We feel the experimentation have big potential and will be further explored in the context of a future performance.
Thanks to STEIM/Marije Baalman for the SenseStage microcontroller boards and Insolaria/Daniele Pisasale for the solar energy system.
By Alberto Novello a.k.a. JesterN
During the Residency at the Trasformatorio in Montealbano (Sicily), the wind was blowing so much that i wished i could stop it with a simple gesture. So i decided to build an installation in the pitch-dark long corridor of the museum of the castle to recreate the scary atmosphere of a storm at night and allow the visitors to control/play with “the elements”.
In line with the concept of the Trasformatorio, the challenge was how to create a big convincing storm sound and be eco-friendly. Usually big sound requires big expensive equipment in terms of money and energy.
I captured the sound of the wind outside and diffused it through several loudspeakers which were enough to deliver the high frequencies of the wind character. I used resonators to make vibrate the walls, windows and metals plates of the castle to generate a bigger, more realistic low thundery sound. Finally i programmed a wireless sensor system (powered by cell phone batteries) to allow the people to control the intensity of the wind with their hands.
The whole system could run on solar energy. During the day a solar panel would charge a car battery and during the night the electricity could power the whole installation: amplifiers, computer and sensors.
Thanks to Daniele Pisasale/Insolaria for the sun energy system and STEIM/Marije Baalman for the SenseStage microcontroller boards.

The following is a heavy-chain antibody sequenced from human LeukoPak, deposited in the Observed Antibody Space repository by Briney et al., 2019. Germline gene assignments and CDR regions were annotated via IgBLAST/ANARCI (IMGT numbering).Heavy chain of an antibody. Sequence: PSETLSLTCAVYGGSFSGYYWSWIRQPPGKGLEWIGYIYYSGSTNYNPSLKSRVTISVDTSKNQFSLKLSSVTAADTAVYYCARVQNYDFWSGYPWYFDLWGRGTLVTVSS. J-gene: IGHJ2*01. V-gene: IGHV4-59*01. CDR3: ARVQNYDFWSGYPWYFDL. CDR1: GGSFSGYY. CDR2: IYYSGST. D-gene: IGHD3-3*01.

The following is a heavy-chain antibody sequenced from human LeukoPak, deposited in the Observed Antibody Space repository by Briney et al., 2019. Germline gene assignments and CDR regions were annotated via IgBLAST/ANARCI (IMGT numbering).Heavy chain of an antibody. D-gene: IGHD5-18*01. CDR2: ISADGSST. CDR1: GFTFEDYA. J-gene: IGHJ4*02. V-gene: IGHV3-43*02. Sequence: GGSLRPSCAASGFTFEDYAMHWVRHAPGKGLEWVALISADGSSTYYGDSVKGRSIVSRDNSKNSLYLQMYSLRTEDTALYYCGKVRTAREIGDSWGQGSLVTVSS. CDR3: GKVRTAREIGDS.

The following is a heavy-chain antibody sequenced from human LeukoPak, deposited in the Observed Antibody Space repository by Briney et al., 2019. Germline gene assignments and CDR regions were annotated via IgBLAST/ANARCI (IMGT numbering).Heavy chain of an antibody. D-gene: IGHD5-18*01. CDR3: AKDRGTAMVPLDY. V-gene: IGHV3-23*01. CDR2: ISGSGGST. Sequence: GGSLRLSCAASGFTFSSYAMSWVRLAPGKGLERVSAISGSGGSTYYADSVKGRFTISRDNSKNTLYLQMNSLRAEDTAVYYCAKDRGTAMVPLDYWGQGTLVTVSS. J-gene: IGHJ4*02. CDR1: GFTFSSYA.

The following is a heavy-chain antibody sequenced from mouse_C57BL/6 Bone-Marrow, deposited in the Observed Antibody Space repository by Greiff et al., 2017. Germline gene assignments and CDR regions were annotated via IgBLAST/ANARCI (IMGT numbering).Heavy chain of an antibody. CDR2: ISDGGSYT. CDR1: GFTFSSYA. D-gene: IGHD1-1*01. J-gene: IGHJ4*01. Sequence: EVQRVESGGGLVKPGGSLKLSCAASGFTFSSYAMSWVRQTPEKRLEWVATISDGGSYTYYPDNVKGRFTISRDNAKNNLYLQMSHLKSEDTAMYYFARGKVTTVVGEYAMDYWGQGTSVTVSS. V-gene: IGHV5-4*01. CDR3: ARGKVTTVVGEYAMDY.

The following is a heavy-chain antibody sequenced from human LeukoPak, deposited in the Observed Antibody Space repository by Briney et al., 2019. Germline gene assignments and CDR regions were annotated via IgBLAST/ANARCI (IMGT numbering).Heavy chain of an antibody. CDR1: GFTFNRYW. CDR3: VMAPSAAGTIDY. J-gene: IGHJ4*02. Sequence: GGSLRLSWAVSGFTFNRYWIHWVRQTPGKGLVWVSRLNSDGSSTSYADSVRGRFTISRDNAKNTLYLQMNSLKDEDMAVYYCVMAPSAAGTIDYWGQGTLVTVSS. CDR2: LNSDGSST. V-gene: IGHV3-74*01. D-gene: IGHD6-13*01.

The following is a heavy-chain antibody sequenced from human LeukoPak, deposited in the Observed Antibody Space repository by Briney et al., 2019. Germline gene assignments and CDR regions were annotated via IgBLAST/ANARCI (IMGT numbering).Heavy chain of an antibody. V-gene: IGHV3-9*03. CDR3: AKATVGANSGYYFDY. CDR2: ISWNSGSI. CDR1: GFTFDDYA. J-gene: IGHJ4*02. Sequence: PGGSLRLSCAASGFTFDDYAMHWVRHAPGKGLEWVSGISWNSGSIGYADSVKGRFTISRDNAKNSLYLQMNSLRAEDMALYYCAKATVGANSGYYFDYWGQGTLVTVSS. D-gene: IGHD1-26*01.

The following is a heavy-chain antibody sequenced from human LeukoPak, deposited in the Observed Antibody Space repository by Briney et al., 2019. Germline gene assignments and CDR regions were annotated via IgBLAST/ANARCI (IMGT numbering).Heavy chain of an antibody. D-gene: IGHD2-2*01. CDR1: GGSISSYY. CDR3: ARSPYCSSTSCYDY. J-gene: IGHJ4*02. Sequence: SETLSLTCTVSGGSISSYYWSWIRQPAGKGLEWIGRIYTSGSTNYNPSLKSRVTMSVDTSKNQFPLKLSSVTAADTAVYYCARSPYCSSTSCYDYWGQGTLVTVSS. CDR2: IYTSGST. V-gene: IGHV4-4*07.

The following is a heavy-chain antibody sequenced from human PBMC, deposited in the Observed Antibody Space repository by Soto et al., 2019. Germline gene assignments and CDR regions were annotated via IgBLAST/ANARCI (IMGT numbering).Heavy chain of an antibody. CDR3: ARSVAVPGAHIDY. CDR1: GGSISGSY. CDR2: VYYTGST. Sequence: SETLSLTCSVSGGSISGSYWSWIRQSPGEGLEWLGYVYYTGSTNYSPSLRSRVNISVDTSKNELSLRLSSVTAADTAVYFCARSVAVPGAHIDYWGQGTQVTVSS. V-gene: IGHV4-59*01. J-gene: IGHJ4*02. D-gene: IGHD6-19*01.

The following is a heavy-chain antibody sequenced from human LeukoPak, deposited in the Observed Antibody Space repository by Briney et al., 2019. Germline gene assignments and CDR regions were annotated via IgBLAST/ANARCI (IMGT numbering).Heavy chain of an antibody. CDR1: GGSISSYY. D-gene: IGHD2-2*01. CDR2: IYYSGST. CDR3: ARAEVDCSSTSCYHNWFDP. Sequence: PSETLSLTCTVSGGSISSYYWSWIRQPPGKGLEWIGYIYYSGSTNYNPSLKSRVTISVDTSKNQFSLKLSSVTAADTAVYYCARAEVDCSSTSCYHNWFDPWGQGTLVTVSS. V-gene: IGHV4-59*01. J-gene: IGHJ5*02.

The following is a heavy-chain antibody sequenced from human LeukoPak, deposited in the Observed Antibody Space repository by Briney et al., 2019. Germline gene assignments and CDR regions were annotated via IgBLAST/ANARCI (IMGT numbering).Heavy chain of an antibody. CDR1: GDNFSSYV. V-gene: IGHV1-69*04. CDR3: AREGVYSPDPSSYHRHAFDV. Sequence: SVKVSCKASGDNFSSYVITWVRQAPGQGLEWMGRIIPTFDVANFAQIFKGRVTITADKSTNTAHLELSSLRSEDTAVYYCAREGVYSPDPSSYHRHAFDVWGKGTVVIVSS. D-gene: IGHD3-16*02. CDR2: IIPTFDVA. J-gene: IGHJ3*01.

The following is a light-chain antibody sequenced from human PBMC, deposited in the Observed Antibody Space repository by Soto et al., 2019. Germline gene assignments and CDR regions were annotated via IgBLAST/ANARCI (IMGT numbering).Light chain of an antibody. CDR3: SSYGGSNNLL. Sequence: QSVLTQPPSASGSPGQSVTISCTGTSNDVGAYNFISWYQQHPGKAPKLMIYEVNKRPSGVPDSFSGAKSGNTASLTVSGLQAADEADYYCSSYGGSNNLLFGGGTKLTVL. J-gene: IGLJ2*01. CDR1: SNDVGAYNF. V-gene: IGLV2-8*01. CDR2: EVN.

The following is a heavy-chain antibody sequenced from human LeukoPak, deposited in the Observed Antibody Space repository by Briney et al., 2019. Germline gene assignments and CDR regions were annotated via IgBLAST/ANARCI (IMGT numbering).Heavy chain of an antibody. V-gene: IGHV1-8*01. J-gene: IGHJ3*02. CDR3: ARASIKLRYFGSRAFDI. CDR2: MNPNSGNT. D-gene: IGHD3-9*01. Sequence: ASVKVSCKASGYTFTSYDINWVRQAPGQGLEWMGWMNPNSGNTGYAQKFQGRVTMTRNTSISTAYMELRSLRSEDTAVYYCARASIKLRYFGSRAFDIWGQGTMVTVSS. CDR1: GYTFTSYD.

ULISSE: Un racconto popolare (a performance of physical theater and a laboratory, inspired by the tradition of oral storytelling)
By Francesco Piotti and Eugenia Demeglio
The laboratory is from time to time designed around a stable core of artists participating to the show, who collect fragments of the story that are then re-arranged to compose the show line, which includes not only the Homeric hero, but uses the entire hypertext of modern aura that flourished around the figure of Ulysses. The show is designed to be represented in different locations, both outdoors and indoors, using all different languages and dialects available.
The first work-in-progress and has been created and presented during Transformatorio, a laboratory-residence in Montalbano Elicona, in Sicily. Ulysses: A popular story is a collaboration between the director Francesco Piotti, the choreographer Eugenia Demeglio, sound artist Alberto Novello and many performers involved in Transformatorio. It narrates the return journey of Odysseus as it is imagined by the inhabitants of Ithaca, divided and dominated by inequalities, and looking for one hope: the reversal of their own destinies.
The MiniBees sensors were very used to trigger sound events connected to the actors’s actions, in different ways. They provided a perfect solution when the cables could not reach or follow the actors’ movements on the stage or around on the hills surrounding the historical theater.